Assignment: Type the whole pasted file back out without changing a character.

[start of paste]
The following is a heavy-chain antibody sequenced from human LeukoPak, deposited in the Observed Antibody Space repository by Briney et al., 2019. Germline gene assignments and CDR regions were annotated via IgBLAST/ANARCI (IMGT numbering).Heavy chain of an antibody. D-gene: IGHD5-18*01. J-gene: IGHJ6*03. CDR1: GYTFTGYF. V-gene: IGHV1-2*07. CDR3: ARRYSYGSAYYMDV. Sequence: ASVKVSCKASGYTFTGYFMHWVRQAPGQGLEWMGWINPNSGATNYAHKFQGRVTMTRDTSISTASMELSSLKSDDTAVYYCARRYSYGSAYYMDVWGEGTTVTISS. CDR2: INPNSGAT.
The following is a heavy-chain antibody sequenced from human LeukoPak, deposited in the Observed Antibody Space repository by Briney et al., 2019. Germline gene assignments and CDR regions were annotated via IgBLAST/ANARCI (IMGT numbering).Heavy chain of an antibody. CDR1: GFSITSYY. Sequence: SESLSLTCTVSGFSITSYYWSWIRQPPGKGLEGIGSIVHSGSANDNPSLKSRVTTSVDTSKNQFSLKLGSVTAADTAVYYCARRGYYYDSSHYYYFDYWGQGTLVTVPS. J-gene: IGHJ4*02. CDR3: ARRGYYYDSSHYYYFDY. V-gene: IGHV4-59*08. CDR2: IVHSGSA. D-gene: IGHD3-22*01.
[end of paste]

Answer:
The following is a heavy-chain antibody sequenced from human LeukoPak, deposited in the Observed Antibody Space repository by Briney et al., 2019. Germline gene assignments and CDR regions were annotated via IgBLAST/ANARCI (IMGT numbering).Heavy chain of an antibody. D-gene: IGHD5-18*01. J-gene: IGHJ6*03. CDR1: GYTFTGYF. V-gene: IGHV1-2*07. CDR3: ARRYSYGSAYYMDV. Sequence: ASVKVSCKASGYTFTGYFMHWVRQAPGQGLEWMGWINPNSGATNYAHKFQGRVTMTRDTSISTASMELSSLKSDDTAVYYCARRYSYGSAYYMDVWGEGTTVTISS. CDR2: INPNSGAT.
The following is a heavy-chain antibody sequenced from human LeukoPak, deposited in the Observed Antibody Space repository by Briney et al., 2019. Germline gene assignments and CDR regions were annotated via IgBLAST/ANARCI (IMGT numbering).Heavy chain of an antibody. CDR1: GFSITSYY. Sequence: SESLSLTCTVSGFSITSYYWSWIRQPPGKGLEGIGSIVHSGSANDNPSLKSRVTTSVDTSKNQFSLKLGSVTAADTAVYYCARRGYYYDSSHYYYFDYWGQGTLVTVPS. J-gene: IGHJ4*02. CDR3: ARRGYYYDSSHYYYFDY. V-gene: IGHV4-59*08. CDR2: IVHSGSA. D-gene: IGHD3-22*01.